WHITE WASH VERNER is a collection of easy, thoughtfully deconstructed street wear that gives a nod to Australian kitsch iconography. The collection explores the history of black memorabilia and the ‘white Australia policy’, which was finally dismantled in 1973. White Wash also references the historical use of lime and chalk as an application, which translates graphically throughout the collection.
During the research phase of the range, the studio looked into the work of American fashion designer Patrick Kelly who was the first person of colour to be admitted as a member of the Chambre Syndicale du Prêt-à-Porter des Couturiers et des Créateurs de Mode (translated as: the Trade Union of Ready-to-Wear Fashion Designers) as well as contemporary Aboriginal Artist Destiny Deacon. Both artists use the iconography of black memorabilia in their works.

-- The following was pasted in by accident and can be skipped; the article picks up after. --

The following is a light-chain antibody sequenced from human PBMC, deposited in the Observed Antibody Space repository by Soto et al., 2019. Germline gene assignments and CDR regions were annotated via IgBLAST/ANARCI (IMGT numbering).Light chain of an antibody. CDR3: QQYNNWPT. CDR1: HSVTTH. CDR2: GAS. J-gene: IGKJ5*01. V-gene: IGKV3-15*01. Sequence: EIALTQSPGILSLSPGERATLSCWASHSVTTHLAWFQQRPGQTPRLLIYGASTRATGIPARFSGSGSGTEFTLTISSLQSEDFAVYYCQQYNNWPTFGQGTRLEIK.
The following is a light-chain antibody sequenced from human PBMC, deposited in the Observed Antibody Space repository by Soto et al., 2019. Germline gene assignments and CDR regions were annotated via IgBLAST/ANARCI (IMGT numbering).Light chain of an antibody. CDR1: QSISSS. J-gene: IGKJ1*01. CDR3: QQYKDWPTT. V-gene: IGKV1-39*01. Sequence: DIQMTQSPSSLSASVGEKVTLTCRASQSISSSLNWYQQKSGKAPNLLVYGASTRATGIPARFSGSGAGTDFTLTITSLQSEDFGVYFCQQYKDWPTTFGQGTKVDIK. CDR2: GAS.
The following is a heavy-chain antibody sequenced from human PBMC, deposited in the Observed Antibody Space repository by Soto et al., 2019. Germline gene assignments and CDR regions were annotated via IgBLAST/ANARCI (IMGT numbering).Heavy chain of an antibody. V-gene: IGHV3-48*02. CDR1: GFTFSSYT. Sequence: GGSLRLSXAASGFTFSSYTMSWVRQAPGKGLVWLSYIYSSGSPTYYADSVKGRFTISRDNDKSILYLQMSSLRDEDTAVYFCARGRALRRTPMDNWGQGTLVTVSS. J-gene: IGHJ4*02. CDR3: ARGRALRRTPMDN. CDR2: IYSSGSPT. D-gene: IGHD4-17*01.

“It is my job as an Australian designer to look inward into this country’s history including areas of political correctness.” States VERNER.
VERNER continues to develop its unique take on street wear with the inclusion of decorated track suiting, oversized coats and quilted patterns. Colours are predominantly the positive and negative shades of white and black. Decorative details include embroidery, digital prints of white brush strokes, raised, non-slip dot prints and starched white cottons. The collection features a variation of prints including the words ‘White Wash’ plus a nod to a Destiny Deacon and the use of dolls in her sculpture and photography.
“I generally enjoy playing with the proportions of street wear archetypes; the short, t-shirt and pant. I deflated them this season by crossing over the softness and the freedom found in children’s wear. There is a real anti-bourgeois feel to this collection, still playful and relaxed, just like the way we live in Australia.” States VERNER.
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